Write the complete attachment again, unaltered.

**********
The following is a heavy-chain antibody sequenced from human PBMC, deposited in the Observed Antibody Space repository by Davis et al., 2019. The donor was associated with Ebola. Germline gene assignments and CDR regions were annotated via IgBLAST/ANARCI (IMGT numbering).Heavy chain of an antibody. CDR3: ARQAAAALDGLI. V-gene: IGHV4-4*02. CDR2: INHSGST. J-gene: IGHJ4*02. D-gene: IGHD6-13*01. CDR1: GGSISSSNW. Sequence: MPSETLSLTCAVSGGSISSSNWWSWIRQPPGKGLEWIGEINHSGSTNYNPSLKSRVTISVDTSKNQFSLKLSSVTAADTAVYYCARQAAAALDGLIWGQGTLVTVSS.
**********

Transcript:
The following is a heavy-chain antibody sequenced from human PBMC, deposited in the Observed Antibody Space repository by Davis et al., 2019. The donor was associated with Ebola. Germline gene assignments and CDR regions were annotated via IgBLAST/ANARCI (IMGT numbering).Heavy chain of an antibody. CDR3: ARQAAAALDGLI. V-gene: IGHV4-4*02. CDR2: INHSGST. J-gene: IGHJ4*02. D-gene: IGHD6-13*01. CDR1: GGSISSSNW. Sequence: MPSETLSLTCAVSGGSISSSNWWSWIRQPPGKGLEWIGEINHSGSTNYNPSLKSRVTISVDTSKNQFSLKLSSVTAADTAVYYCARQAAAALDGLIWGQGTLVTVSS.